Chic clothes, saving your conscience?
During Boston Fashion Week, a show featuring socially-conscious clothing begs the question: Does it make a diference?
Socially conscious fashion. A conundrum in itself. For an industry that is based mostly around aesthetics and has been historically nonchalant about animals — much less the healthcare of employees — the growing attention to sustainable design and fair trade is curious. We hear about it occasionally — Natalie Portman’s line of shoes for Te Casan composed of all man-made materials, Bono and his wife’s fashion brand ROGAN — but for the most part, sustainable fashion has not hit the pavement runway.
Last night I attended Sustainable Style- a fashion show at the Charlesmark Hotel hosted by Stilista, a personal shopping agency, with apparel and accessories from Nomad, a boutique based in Cambridge. The lounge was tightly packed with bass beats booming in the background and well-heeled patrons conversing over drinks with names like Crouching Ginger Hidden Apple Martini.
The show itself featured an autumn palette: austere greys, ochre blouses, deep navies. Highlights included knit scarves paired with tough motorcycle boots, draped cardigan with an ethnic print bag slung over a shoulder, and of course the ubiquitous structured blazer contrasting with muted ruffles. It was a fitting vibe for the urban girl: feminine yet edgy, romantic yet practical, and at the same time, all clothing displayed was socially conscious and vertically integrated.
What made me really think about the role of fair trade and social consciousness in the context of fashion were my conversations after the fashion show. I was fortunate enough to catch both the owner of Nomad, Deb Colburn, and Stilista’s representative Maria Vasilevsky.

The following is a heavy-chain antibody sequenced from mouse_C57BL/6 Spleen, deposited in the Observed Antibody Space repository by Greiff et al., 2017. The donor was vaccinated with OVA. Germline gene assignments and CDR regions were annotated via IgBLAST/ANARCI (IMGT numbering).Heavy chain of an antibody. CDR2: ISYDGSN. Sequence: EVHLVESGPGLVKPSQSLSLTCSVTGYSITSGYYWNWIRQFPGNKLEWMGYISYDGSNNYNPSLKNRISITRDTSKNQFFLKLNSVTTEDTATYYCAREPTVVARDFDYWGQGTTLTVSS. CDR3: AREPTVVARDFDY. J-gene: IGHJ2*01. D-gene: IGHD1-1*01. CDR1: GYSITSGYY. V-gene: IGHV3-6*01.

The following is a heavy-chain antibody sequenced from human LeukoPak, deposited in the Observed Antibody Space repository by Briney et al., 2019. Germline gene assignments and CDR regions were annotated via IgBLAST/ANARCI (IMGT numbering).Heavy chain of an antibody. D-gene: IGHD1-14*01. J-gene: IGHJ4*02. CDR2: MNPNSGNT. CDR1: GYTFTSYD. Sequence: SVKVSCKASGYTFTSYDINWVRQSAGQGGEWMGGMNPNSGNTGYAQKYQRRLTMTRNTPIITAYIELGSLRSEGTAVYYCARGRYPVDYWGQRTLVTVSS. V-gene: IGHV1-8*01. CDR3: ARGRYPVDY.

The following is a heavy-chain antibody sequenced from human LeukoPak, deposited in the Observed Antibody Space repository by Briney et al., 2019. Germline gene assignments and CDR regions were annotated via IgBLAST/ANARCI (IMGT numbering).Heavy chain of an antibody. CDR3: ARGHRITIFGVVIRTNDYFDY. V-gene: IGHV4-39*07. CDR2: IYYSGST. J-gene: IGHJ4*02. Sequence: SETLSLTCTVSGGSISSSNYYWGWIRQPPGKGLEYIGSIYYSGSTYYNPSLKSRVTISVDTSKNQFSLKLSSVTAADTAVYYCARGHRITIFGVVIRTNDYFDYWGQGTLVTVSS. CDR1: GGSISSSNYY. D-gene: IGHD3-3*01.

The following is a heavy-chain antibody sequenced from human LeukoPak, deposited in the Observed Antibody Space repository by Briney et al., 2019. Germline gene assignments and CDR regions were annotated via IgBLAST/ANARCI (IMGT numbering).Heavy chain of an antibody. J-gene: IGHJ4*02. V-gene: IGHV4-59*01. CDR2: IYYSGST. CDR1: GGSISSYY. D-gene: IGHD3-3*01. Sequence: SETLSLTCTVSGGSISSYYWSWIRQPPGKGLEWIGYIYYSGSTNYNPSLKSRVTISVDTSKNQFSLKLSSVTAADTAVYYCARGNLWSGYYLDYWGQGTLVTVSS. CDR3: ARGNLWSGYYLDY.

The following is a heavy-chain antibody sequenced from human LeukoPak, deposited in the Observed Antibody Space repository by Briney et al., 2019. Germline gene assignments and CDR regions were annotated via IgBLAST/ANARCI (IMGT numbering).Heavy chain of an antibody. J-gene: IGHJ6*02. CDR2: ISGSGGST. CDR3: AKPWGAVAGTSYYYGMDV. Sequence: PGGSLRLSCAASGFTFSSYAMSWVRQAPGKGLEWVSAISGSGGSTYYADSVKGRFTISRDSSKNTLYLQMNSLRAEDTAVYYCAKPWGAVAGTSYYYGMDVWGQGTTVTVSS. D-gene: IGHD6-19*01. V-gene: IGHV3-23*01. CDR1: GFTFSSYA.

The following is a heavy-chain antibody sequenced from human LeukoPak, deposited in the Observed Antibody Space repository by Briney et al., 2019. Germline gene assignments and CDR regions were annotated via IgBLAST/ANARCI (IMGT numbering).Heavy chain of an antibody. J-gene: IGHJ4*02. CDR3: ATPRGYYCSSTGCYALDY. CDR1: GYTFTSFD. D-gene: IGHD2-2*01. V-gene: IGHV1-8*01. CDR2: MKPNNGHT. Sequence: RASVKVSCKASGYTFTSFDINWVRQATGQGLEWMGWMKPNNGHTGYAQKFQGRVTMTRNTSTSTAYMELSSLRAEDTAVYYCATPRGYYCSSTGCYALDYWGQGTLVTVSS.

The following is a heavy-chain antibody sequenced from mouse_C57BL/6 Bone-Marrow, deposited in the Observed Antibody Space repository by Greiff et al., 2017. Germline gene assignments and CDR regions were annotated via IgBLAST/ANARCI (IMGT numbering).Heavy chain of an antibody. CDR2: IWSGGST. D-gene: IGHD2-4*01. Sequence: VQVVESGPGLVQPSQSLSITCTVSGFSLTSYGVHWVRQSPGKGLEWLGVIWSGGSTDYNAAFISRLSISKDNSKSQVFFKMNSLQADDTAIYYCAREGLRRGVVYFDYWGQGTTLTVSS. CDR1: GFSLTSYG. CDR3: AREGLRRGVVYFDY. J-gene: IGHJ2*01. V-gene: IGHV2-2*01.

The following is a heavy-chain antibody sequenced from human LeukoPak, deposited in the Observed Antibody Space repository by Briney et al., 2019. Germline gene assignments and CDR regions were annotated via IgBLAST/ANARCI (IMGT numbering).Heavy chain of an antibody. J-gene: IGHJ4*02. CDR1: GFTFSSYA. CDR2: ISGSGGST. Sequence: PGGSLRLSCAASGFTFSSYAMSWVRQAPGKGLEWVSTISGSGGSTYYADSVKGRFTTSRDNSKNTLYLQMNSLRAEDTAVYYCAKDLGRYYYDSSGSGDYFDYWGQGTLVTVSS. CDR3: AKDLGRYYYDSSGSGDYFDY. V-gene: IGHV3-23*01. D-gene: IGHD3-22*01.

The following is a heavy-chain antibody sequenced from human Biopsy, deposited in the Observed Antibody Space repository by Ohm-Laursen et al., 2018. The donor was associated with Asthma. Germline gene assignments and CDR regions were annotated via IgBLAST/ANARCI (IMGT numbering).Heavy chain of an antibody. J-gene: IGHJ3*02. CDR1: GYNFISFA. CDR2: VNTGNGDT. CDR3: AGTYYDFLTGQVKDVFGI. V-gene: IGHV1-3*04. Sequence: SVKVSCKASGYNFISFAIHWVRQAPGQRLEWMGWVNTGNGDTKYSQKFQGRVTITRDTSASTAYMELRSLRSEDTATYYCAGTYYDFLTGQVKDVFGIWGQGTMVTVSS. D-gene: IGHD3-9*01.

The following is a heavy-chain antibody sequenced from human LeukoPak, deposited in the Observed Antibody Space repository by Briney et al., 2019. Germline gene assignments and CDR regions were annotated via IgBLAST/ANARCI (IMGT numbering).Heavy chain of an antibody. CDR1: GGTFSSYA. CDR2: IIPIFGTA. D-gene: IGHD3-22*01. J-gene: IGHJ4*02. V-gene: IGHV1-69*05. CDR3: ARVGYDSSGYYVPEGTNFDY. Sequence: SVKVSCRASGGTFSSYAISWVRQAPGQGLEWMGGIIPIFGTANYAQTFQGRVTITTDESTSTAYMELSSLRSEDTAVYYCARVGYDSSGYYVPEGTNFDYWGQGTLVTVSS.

Nomad is a local boutique based in Cambridge with a wide variety of fair trade. Colburn, Nomad’s owner, explained that the fashion’s interest in social consciousness mostly lies in the new generation. The pieces from the show were mostly from young underground American designers. “We’re going more fair-trade, more eco-friendly,” Colburn explained, “People are paying more attention to how clothing is made.”
However, why is it then that we hear so much of green and sustainable fashion yet see so little of it on say, the college campus? Heck, even in the streets? The main problem, Stilista’s Vasilevsky explained, still lies in lack of awareness amongst the consumers. Although there has been much buzz in the media about celebrities sponsoring green fashion and photoshoots paired with phrases like “tree hugger” or “ethical chic,” your everyday shopper has remained unfazed. What are the first things that come to mind when shoppers buy something? Price. Quality. Vasilevsky notes that until questions like “How was this dye made?” “Where did this cotton come from? How were those workers treated” appear in the consumer’s subconscious, green fashion will remain a niche. While fair trade and eco-friendly designs are by no means cheap, good quality items usually are comparable in price to moderate mainstream designers — French Connection, Elie Tahari. Designer jean lines have also started to market socially conscious products but it has so far only been a fad, by no means a classic favorite. It will still take a while longer before green fashion truly appeals to the mainstream.
What can we do as consumers, especially college students on a budget, regarding eco-friendly fashion? Truthfully, not a whole lot. We can use our recyclable totes when going to Shaw’s, buy American Apparel’s “organic t-shirts,” drink our fair-trade coffee. At the end of the day, we can only make the effort to spread awareness about why socially conscious fashion is important, transcending a fad into a principle. Perhaps five-ten years down the road, shoppers will ask “Was this beading the work of underpaid child labour in Cambodia” and think twice about where and how the product was created, before purchasing it.